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APS Unveils 5-Year Plan at SNAPPS Meeting

Newly-hired APS administrators told southwest Atlantans at a SNAPPS meeting this week that they are implementing a plan to reform the curriculum and improve the district.

Newly-appointed Atlanta Public Schools administrators discussed their plans to make improvements throughout the district during the monthly SNAPPSgeneral body meeting Monday night at Peyton Forest Elementary School.

Parents in attendance were particularly concerned about the direction the district is taking after a cheating scandal and recent news that less than half of APS schools in southwest Atlanta made adequate yearly progress (AYP).

The curriculum will receive immediate attention, said Karen Waldon, Deputy Superintendent of Curriculum and Instruction. 

“I've come here as a support for you all," Waldon said, "to uncover, to discover, to have quality discussions about the work that needs to go on in this district."

APS is currently developing a five-year strategic plan to improve teaching and learning and, ultimately, student performance. Since assuming her position almost two months ago, Waldon has had several meetings to gather information to assist with the completion of the five-year plan. 

Curriculum is a broad area that encompasses several arenas, including athletics, professional learning, federal programs, discipline, and student support services.

Special Education Director Constance Goodson shared plans to improve the education experience for students with disabilities, the vast majority of whom do not graduate from high school.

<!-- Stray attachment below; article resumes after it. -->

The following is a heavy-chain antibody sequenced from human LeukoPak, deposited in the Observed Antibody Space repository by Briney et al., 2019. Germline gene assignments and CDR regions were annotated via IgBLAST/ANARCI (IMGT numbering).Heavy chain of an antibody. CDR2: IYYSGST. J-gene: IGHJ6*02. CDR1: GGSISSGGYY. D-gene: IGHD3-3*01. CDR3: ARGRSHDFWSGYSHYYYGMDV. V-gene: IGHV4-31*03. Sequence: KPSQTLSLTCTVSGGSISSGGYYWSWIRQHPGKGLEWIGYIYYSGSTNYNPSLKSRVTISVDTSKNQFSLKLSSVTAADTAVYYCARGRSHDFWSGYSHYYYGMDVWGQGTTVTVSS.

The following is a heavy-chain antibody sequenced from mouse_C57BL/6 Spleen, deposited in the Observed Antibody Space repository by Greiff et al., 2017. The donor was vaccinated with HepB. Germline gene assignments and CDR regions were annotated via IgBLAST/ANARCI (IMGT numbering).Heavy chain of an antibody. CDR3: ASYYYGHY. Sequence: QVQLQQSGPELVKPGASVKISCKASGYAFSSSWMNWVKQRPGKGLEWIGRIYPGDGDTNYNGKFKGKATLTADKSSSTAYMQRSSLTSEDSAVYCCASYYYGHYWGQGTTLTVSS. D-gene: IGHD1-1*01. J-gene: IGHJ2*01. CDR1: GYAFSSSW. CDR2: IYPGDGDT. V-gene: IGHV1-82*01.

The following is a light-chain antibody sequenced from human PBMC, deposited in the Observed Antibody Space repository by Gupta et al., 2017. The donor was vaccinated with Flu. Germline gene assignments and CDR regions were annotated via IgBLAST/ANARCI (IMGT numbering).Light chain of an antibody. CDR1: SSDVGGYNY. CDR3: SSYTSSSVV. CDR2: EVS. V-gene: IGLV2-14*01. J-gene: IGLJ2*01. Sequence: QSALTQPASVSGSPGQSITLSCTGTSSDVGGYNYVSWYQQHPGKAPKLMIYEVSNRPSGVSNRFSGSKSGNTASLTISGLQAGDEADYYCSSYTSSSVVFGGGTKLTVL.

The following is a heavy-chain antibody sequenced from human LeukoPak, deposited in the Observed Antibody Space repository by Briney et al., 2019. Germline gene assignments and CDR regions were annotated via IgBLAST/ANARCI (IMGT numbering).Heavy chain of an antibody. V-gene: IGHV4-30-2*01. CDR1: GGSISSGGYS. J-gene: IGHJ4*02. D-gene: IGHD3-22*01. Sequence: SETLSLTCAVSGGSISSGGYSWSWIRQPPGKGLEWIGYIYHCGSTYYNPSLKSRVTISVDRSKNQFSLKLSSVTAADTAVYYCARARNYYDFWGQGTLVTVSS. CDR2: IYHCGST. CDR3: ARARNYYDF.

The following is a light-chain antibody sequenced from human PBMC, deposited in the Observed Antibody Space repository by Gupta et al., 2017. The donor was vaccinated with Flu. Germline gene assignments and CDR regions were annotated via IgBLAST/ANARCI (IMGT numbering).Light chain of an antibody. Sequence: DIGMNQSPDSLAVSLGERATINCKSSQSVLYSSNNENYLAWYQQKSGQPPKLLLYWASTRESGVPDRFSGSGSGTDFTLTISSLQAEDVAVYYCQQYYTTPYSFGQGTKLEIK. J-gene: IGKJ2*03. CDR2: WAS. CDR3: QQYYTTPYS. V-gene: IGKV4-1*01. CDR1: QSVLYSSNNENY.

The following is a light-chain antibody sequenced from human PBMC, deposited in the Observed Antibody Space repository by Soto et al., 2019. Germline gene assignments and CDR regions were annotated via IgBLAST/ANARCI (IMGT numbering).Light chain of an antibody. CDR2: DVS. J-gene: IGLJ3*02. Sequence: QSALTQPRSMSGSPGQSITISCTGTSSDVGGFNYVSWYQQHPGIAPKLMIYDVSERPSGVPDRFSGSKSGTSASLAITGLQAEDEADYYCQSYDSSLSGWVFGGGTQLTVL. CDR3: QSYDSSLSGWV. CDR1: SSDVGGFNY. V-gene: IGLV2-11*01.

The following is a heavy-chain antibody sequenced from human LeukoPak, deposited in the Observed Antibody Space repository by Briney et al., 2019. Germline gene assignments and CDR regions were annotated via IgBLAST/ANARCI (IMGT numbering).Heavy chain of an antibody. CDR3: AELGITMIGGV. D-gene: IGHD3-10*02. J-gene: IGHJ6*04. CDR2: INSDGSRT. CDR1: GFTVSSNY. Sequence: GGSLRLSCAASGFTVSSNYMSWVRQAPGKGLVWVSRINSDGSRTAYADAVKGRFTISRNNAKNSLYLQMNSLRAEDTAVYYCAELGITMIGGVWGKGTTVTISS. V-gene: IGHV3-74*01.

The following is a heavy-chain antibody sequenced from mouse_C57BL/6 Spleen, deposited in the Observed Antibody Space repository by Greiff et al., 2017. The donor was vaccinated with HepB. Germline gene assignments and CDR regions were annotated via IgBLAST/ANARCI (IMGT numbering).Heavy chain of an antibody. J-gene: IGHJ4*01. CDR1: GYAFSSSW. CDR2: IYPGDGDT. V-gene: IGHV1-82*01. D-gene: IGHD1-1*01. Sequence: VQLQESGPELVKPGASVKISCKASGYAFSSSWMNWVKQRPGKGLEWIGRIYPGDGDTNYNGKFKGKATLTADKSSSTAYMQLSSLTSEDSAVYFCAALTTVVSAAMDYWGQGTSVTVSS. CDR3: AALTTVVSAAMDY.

According to Goodson, special needs students must have increased access to technology such as Ipads and special software programs. Vocational opportunities outside the classroom are also critical to their success, she said.  Under the new plan as well, Goodson said, every school in the district will implement inclusive practices on some level to integrate special needs students into general education classrooms. 

APS is also reforming the gifted and talented screening process to to expose more students to the  program. Already, APS has implemented automatic referrals based on standardized test scores. 

“We want to produce critical thinkers [and] creative thinkers who are ready for the 21st century,” said Gyimah Whitaker, Talented and Gifted Program Coordinator. 

Whitaker's office will soon begin hosting monthly parent forums to address emotional needs of gifted students. The office also plans to expand the high school gifted program.

Still, Reginald Crossley, the Youth Commission Program Coordinator for Fulton County's Housing and Human Services Department, and a former conflict resolution counselor who has worked at Miles, F. L. Stanton, and Peyton Forest elementary schools, urged administrators to adopt a more aggressive plan to address social needs students face as well. 

Crossley often receives calls from APS teachers of students whose parents are drug abusers or simply unable to help with homework assignments. Therefore, education, he insists, must “beyond textbook teaching.”

Waldon anticipates the five year plan will be completed by January 2012.

In the meantime, she reminded the audience to monitor the progression of their children's schools. 

“You all cut us no slack," Waldon said. "Hold us accountable.”

For information about SNAPPS (Southwest and Northwest Atlanta Parents and Partners for Schools) meetings or to join the organization visit the SNAPPS website.

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